Privacy Law and Policy Reporter
Where does public interest stop and the right to privacy start? That question has hung over proponents of free speech and privacy alike for many years.
There is no general right to privacy in Australian law. Various bits of State and Commonwealth legislation restrict the way in which government information and credit records can be used. Freedom of information laws supposedly make government information available for public scrutiny in some circumstances. In fact, they often have the effect of restricting access to information.
From a newspaper’s perspective, public interest remains the prime concern in making decisions about what to publish and what not to publish — what should members of the public know that will help them make informed decisions about issues that might affect them?
Legislation that bestows on someone a specific right to privacy would seem to be a good idea on the face of it. But how far should it go? The Canadian province of Quebec has adopted a Charter of Human Rights and Freedoms that guarantees its citizens a right to respect for his private life (it is to be assumed that the right applies equally to females).
The Canadian Supreme Court last year upheld the right insofar as it applied to the publication of someone’s photograph without their permission.
This seems to mirror, not surprisingly, the interpretation being put on privacy by the French courts. The Quebec case involved the publication in an arts magazine of a picture of a 17 year old girl sitting on the steps of a building in a Montreal street.
Yes, the picture was taken in a public place, but no, it wasn’t published with her permission. The court concluded that the right to ‘one’s image’ is included in the right to respect for one’s private life which is guaranteed by s 5 of the Quebec Charter. Now this is all very well, but what about freedom of expression? The Quebec Charter provides for such an exemption, but it did not apply in this case. The court provided some examples where someone should not expect to avoid being photographed: people engaged in public activity or who had acquired a certain degree of notoriety. The court qualified the circumstances further to apply this principle to those whose ‘professional success depends on public opinion’ or ‘previously unknown individuals called upon to play high profile roles in public matters’, such as in an important trial or in activities involving the use of public funds or involving public safety.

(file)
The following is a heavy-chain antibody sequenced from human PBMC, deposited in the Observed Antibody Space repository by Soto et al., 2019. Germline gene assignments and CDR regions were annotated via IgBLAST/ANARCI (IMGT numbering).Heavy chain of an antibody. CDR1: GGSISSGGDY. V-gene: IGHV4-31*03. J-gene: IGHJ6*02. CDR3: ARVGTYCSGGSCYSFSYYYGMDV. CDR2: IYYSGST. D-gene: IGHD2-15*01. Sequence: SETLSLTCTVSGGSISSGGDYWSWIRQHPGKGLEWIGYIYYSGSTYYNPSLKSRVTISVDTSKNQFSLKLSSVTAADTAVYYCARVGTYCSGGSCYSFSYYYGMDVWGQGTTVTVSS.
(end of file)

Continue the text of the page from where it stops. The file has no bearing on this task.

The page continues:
Across the Atlantic, the French have taken privacy law to extremes. The Daily Telegraph in London reported that in France, legal action for breaches of ‘the right over one’s image’ has exploded. This right, theoretically, is infringed by anyone who photographs a crowd, a group or a person without first obtaining formal consent. For example, a male nurse photographed standing behind President Chirac as he toured a hospital is suing publications that published the picture for damages, claiming he did not want to be seen near the president. A magistrate in Nanterre said recently that ‘photographing anyone without permission is a serious offence’. And it is turning into a financial bonanza, with one French lawyer saying that a new case is launched every day.
The parents of a boy photographed at the head of an anti-National Front demonstration demanded almost $50,000 from the magazine that published the picture. Three young North Africans were awarded around $7000 each after a photograph showing them holding up their identity cards at a 1989 press conference was republished six years later.
The law protecting the individual’s right ‘to respect for one’s private life’ dates from 1970, when it was dubbed the Bardot law in honour of its first beneficiary.
But the stringent application of the law these days has French photographers — not only from the press but art photographers as well — up in arms. Christian Ducasse, of the French association of journalists, reporters and filmmakers, told the Telegraph:
There’s a new case every day. In the past only celebrities sued. Now the judges have decided it’s the turn of the average man in the street. But it is impossible to ask a crowd of demonstrators if it minds being photographed.